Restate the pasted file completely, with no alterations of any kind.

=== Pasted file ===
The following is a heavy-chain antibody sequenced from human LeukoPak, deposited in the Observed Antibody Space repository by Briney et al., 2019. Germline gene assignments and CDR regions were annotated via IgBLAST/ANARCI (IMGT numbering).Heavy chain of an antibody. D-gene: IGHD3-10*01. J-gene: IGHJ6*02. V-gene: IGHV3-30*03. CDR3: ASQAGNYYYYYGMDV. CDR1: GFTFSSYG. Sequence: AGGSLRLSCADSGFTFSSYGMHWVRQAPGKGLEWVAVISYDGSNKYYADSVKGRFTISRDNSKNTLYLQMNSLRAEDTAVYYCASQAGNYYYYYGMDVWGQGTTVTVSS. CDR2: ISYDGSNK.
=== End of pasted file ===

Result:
The following is a heavy-chain antibody sequenced from human LeukoPak, deposited in the Observed Antibody Space repository by Briney et al., 2019. Germline gene assignments and CDR regions were annotated via IgBLAST/ANARCI (IMGT numbering).Heavy chain of an antibody. D-gene: IGHD3-10*01. J-gene: IGHJ6*02. V-gene: IGHV3-30*03. CDR3: ASQAGNYYYYYGMDV. CDR1: GFTFSSYG. Sequence: AGGSLRLSCADSGFTFSSYGMHWVRQAPGKGLEWVAVISYDGSNKYYADSVKGRFTISRDNSKNTLYLQMNSLRAEDTAVYYCASQAGNYYYYYGMDVWGQGTTVTVSS. CDR2: ISYDGSNK.